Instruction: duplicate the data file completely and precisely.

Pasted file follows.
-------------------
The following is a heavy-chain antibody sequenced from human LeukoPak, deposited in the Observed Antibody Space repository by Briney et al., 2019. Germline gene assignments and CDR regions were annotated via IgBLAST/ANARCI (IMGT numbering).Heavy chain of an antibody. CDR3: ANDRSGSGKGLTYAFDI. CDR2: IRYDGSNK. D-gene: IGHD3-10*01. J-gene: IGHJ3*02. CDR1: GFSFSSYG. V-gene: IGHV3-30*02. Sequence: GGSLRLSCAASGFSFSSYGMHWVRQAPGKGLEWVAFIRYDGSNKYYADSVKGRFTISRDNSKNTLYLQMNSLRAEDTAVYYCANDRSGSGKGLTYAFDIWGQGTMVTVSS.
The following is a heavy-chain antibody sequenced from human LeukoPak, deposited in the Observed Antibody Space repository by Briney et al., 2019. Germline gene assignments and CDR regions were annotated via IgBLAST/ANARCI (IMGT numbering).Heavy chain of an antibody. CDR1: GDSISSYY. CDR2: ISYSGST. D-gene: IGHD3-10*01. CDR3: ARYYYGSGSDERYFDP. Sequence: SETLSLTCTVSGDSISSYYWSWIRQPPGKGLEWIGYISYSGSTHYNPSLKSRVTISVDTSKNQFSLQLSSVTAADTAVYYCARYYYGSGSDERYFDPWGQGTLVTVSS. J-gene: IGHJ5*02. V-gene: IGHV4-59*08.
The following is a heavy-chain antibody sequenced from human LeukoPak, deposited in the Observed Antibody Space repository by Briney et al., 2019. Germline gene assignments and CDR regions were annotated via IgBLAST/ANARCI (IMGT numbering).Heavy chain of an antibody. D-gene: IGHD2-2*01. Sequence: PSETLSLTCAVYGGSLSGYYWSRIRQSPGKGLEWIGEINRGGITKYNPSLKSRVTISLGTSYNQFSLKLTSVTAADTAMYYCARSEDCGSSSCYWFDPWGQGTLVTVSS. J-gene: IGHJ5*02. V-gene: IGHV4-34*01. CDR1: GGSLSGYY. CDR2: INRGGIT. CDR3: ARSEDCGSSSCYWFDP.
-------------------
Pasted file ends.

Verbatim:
The following is a heavy-chain antibody sequenced from human LeukoPak, deposited in the Observed Antibody Space repository by Briney et al., 2019. Germline gene assignments and CDR regions were annotated via IgBLAST/ANARCI (IMGT numbering).Heavy chain of an antibody. CDR3: ANDRSGSGKGLTYAFDI. CDR2: IRYDGSNK. D-gene: IGHD3-10*01. J-gene: IGHJ3*02. CDR1: GFSFSSYG. V-gene: IGHV3-30*02. Sequence: GGSLRLSCAASGFSFSSYGMHWVRQAPGKGLEWVAFIRYDGSNKYYADSVKGRFTISRDNSKNTLYLQMNSLRAEDTAVYYCANDRSGSGKGLTYAFDIWGQGTMVTVSS.
The following is a heavy-chain antibody sequenced from human LeukoPak, deposited in the Observed Antibody Space repository by Briney et al., 2019. Germline gene assignments and CDR regions were annotated via IgBLAST/ANARCI (IMGT numbering).Heavy chain of an antibody. CDR1: GDSISSYY. CDR2: ISYSGST. D-gene: IGHD3-10*01. CDR3: ARYYYGSGSDERYFDP. Sequence: SETLSLTCTVSGDSISSYYWSWIRQPPGKGLEWIGYISYSGSTHYNPSLKSRVTISVDTSKNQFSLQLSSVTAADTAVYYCARYYYGSGSDERYFDPWGQGTLVTVSS. J-gene: IGHJ5*02. V-gene: IGHV4-59*08.
The following is a heavy-chain antibody sequenced from human LeukoPak, deposited in the Observed Antibody Space repository by Briney et al., 2019. Germline gene assignments and CDR regions were annotated via IgBLAST/ANARCI (IMGT numbering).Heavy chain of an antibody. D-gene: IGHD2-2*01. Sequence: PSETLSLTCAVYGGSLSGYYWSRIRQSPGKGLEWIGEINRGGITKYNPSLKSRVTISLGTSYNQFSLKLTSVTAADTAMYYCARSEDCGSSSCYWFDPWGQGTLVTVSS. J-gene: IGHJ5*02. V-gene: IGHV4-34*01. CDR1: GGSLSGYY. CDR2: INRGGIT. CDR3: ARSEDCGSSSCYWFDP.